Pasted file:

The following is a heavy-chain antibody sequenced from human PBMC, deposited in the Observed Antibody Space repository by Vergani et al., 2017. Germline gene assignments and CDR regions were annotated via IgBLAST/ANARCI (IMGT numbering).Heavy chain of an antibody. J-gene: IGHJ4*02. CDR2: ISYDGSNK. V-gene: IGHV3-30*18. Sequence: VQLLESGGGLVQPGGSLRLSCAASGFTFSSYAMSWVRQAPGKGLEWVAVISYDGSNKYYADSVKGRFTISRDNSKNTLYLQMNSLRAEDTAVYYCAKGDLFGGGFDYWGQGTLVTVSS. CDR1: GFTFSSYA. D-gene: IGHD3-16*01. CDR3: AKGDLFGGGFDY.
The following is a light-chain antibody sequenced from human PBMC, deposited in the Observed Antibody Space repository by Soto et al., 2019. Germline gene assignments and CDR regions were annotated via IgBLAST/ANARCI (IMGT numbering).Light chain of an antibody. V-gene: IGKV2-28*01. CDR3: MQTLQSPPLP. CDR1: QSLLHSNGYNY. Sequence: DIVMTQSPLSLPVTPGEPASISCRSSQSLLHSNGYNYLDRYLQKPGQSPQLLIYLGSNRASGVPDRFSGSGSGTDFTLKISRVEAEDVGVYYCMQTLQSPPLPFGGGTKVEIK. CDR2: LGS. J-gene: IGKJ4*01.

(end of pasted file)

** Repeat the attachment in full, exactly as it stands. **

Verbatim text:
The following is a heavy-chain antibody sequenced from human PBMC, deposited in the Observed Antibody Space repository by Vergani et al., 2017. Germline gene assignments and CDR regions were annotated via IgBLAST/ANARCI (IMGT numbering).Heavy chain of an antibody. J-gene: IGHJ4*02. CDR2: ISYDGSNK. V-gene: IGHV3-30*18. Sequence: VQLLESGGGLVQPGGSLRLSCAASGFTFSSYAMSWVRQAPGKGLEWVAVISYDGSNKYYADSVKGRFTISRDNSKNTLYLQMNSLRAEDTAVYYCAKGDLFGGGFDYWGQGTLVTVSS. CDR1: GFTFSSYA. D-gene: IGHD3-16*01. CDR3: AKGDLFGGGFDY.
The following is a light-chain antibody sequenced from human PBMC, deposited in the Observed Antibody Space repository by Soto et al., 2019. Germline gene assignments and CDR regions were annotated via IgBLAST/ANARCI (IMGT numbering).Light chain of an antibody. V-gene: IGKV2-28*01. CDR3: MQTLQSPPLP. CDR1: QSLLHSNGYNY. Sequence: DIVMTQSPLSLPVTPGEPASISCRSSQSLLHSNGYNYLDRYLQKPGQSPQLLIYLGSNRASGVPDRFSGSGSGTDFTLKISRVEAEDVGVYYCMQTLQSPPLPFGGGTKVEIK. CDR2: LGS. J-gene: IGKJ4*01.